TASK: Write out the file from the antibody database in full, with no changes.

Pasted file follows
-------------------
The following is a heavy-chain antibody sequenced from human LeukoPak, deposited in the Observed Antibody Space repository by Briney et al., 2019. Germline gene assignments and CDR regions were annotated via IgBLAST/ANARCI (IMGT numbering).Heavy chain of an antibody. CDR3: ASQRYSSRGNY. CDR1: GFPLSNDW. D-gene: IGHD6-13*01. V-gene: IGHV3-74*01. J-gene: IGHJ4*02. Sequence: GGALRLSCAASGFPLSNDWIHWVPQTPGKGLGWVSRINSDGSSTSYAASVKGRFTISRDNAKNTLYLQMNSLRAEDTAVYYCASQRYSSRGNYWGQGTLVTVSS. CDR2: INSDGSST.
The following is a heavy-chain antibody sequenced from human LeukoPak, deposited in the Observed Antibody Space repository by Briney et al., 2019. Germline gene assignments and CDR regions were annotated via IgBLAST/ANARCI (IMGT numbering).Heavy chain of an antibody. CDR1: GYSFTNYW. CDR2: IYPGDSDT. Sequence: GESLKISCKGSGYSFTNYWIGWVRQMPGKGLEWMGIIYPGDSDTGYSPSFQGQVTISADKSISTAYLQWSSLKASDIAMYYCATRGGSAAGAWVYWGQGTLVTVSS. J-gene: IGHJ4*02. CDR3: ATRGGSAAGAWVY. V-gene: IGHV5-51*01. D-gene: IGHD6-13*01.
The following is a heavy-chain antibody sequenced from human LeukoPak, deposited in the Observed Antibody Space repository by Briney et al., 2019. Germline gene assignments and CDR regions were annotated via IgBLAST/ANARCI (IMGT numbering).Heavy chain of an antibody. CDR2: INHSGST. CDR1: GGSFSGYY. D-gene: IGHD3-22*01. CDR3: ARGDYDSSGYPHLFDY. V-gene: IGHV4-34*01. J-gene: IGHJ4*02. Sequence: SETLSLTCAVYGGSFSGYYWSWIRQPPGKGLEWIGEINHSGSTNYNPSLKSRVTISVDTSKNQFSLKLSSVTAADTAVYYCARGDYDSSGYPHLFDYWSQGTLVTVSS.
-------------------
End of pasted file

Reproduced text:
The following is a heavy-chain antibody sequenced from human LeukoPak, deposited in the Observed Antibody Space repository by Briney et al., 2019. Germline gene assignments and CDR regions were annotated via IgBLAST/ANARCI (IMGT numbering).Heavy chain of an antibody. CDR3: ASQRYSSRGNY. CDR1: GFPLSNDW. D-gene: IGHD6-13*01. V-gene: IGHV3-74*01. J-gene: IGHJ4*02. Sequence: GGALRLSCAASGFPLSNDWIHWVPQTPGKGLGWVSRINSDGSSTSYAASVKGRFTISRDNAKNTLYLQMNSLRAEDTAVYYCASQRYSSRGNYWGQGTLVTVSS. CDR2: INSDGSST.
The following is a heavy-chain antibody sequenced from human LeukoPak, deposited in the Observed Antibody Space repository by Briney et al., 2019. Germline gene assignments and CDR regions were annotated via IgBLAST/ANARCI (IMGT numbering).Heavy chain of an antibody. CDR1: GYSFTNYW. CDR2: IYPGDSDT. Sequence: GESLKISCKGSGYSFTNYWIGWVRQMPGKGLEWMGIIYPGDSDTGYSPSFQGQVTISADKSISTAYLQWSSLKASDIAMYYCATRGGSAAGAWVYWGQGTLVTVSS. J-gene: IGHJ4*02. CDR3: ATRGGSAAGAWVY. V-gene: IGHV5-51*01. D-gene: IGHD6-13*01.
The following is a heavy-chain antibody sequenced from human LeukoPak, deposited in the Observed Antibody Space repository by Briney et al., 2019. Germline gene assignments and CDR regions were annotated via IgBLAST/ANARCI (IMGT numbering).Heavy chain of an antibody. CDR2: INHSGST. CDR1: GGSFSGYY. D-gene: IGHD3-22*01. CDR3: ARGDYDSSGYPHLFDY. V-gene: IGHV4-34*01. J-gene: IGHJ4*02. Sequence: SETLSLTCAVYGGSFSGYYWSWIRQPPGKGLEWIGEINHSGSTNYNPSLKSRVTISVDTSKNQFSLKLSSVTAADTAVYYCARGDYDSSGYPHLFDYWSQGTLVTVSS.